This pattern comes to us from a 1958 issue of McCalls Needlecraft.   I love these old magazines.  They are such reminders of where we came from.     For Example, this bag has a chart to follow for the applique.

The instructions have us grid a piece of paper to 1/2 inch squares and trace to arrive at the pattern.   Thank you technology - where we can just pop in our personal home copier/scanner and print just to the size wanted.

I'm planning on making a pair of these shoes on Friday.   Perhaps you would like to as well.    Just in case, I've listed in my shop as a Free Download.  

Thanks for dropping by,
Lorrie





Crochet a Pineapple Jacket

I recently purchased a whole lot of Design Mail Order patterns and had a great time going through them.  They came from an estate and although I did not know the owner, I quickly learned one thing about her -- she loved to crochet, and in particular, items with the Pineapple motif.    There are doilies and cloths, of course, but there are also some more unusual finds.   Like these two - pineapple jacket motifs.

Design 538 - Here we have hip length, gently scalloped edges, single button/loop closure at the neck and then .... lovely pineapples sloping all the way across the raglan shoulders, down the sleeves to the wrists.  

Design 974 - This one gives us a stand-up collar, the button/loop neck closure, the gentle scallops at the sleeve ends and bottom, again raglan sleeves, and then .... dual panels of pineapples down the front, across the shoulders and around the bottom of the sleeves. 

These are design patterns, which were mail ordered through newspapers and magazines (companies such as Anne Adams, Laura Wheeler) from the 1930s into the 1970s.   One of the selling features of the design patterns were their range of sizes.   Both of these patterns are misses / womens sized from a bust of 32 to 46.  

Both of these patterns are intermediate to advanced; but, if you have the skills, and the love of pineapples, they are designs that you'd wear for years.   

I'm hoping to get one of two of these Design patterns done each day, and will be sharing more with you soon. 

Thanks for dropping by.
Lorrie  

Tuesday, January 15, 2013

Crochet Afghan Patterns for Teens

As I've mentioned before, I can see some of the original strings that folks put into Google that landed them on a specific item in my shop.   Sometimes the reason they arrived is obvious, and sometimes it is a complete mystery.   Ahhh ... the mystery of Google.      Like this one.

Search :  Vintage afghan for teenager.

And this is what they received.
Vintage Crochet Afghan Pattern in Ripple Motif and Pointed Edges

Now, this is a very ripple indeed; and a teenager just might like it, but I'd think this would be more in line for the guys.
Granny Block Motif Crochet Afghan Pattern
Strawberry Patch Ripple - in another color of course.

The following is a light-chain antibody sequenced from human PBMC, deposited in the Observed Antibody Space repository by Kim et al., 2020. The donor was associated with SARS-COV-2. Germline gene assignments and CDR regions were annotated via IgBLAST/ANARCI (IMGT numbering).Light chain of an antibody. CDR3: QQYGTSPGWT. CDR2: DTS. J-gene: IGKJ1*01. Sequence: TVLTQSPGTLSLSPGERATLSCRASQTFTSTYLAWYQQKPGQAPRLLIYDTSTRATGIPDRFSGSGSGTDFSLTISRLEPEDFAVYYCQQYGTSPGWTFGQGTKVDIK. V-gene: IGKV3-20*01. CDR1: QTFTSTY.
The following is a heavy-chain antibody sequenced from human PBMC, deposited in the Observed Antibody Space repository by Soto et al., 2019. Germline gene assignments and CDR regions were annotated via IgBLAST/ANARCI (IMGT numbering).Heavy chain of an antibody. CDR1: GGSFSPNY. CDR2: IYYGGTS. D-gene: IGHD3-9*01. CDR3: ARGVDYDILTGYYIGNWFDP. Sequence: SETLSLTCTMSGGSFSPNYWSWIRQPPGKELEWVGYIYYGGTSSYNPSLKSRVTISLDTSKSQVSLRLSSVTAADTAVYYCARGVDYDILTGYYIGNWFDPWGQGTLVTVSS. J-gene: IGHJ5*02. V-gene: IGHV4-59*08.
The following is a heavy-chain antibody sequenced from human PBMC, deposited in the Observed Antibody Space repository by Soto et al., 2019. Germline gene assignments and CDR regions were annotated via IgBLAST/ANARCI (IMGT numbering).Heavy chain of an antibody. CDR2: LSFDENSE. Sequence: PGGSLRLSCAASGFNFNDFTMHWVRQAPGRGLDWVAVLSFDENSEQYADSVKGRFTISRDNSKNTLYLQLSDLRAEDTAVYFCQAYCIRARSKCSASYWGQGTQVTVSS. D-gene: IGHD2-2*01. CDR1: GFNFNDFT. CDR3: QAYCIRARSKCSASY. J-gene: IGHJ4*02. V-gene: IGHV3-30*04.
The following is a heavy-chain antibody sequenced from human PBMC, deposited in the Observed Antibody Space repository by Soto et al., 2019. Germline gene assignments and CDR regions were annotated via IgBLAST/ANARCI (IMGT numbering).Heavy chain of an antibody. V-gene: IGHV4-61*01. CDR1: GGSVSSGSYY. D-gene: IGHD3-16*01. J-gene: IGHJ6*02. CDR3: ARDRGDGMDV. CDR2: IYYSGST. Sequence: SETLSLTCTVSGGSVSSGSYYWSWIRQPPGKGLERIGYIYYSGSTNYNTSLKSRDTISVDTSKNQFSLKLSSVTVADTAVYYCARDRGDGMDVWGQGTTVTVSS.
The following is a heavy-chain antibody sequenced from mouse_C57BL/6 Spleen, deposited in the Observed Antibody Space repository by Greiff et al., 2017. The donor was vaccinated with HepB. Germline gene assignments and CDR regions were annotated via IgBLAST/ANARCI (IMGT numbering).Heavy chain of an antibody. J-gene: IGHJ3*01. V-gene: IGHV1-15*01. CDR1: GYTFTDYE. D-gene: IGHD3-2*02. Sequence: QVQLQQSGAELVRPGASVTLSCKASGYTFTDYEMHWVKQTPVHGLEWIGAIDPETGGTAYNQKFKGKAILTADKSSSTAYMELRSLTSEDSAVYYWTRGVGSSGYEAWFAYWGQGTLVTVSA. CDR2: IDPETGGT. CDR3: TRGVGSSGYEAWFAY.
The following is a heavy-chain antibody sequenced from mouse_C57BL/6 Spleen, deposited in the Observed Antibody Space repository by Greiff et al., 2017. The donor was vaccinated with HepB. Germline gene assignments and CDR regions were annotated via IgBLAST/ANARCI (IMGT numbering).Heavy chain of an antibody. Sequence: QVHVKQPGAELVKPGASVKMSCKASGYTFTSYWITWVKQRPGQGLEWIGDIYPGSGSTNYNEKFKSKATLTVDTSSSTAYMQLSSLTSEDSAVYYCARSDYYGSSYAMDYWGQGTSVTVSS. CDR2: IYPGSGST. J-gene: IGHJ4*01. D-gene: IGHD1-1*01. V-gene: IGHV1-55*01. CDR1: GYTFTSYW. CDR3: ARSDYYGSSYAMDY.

Crocheted Plaid Afghan Crochet Pattern is Two Toned and Fringed
Or, how about the Plaid Tartan

And for our girls ... well, let's frill it up a bit !!!

Vintage Granny Square Crocheted Afghan Pattern in Flower Motif
Perhaps this colorful floral piece ? 

Crocheted Tassel Starfish Afghan Pattern
Or one with big tassels to play with while on the phone? 

I suppose I should get creative and start tagging the patterns with all the possibilities to help Google out, but, the possibilities are endless !     The mystery shopper did not select the ripple pattern.   I do hope that he/she doesn't just leave it up to Google to find what they are looking for !

Thanks for dropping by. 
Lorrie  

Friday, January 11, 2013

Linen Doilies, Two Free Patterns

Tucked into the 1947 issue of The Womans Day Annual, are two doily patterns that feature a linen center.      These type of doilies were especially popular to place heavier items; better protecting the surface of fine wood tables.  

These two doily patterns both start out with cutting out and stitching the linen center.  Of all these patterns I've seen, they is never any suggestions on what to use for cutting of the center.  I always picture the person standing at the cupboard with a ruler looking for a plate or saucer that meets the dimension requirements.    I recall, in the 1960s, you could buy the linen centers in sewing shops, however, do not know if that was available in the 1940s.

Both of these are simple as well as attractive.  

The Knot Edge Linen Doily starts with a 7 inch linen center to which
 2 1/2 inches of knot stitches are added. 

The Linen Center Doily starts on a 5 1/4 inch linen base surrounded with a sun motif
 and lacy inserts taking it to 8 1/2 inches. 

These old patterns still have a lot of life in them in todays' home.   Perhaps you would like to give them a try !
Just in case, I've listed both in my shop as Free Downloads.   Just click the links to go to the item.

Thanks for dropping by,
Lorrie

Monday, January 7, 2013

Crocheted Neckwear Vintage 1930s Style

Crocheted Neckwear, Book 55 from The Spool Cotton Company goes all the way back to 1935.   I'm going to make a bet that is older than any of my readers.     I came across this book recently and it is so luscious that I moved it to the top of my 'TO DO' stack, versus putting it on the bottom of the hundreds of patterns in waiting.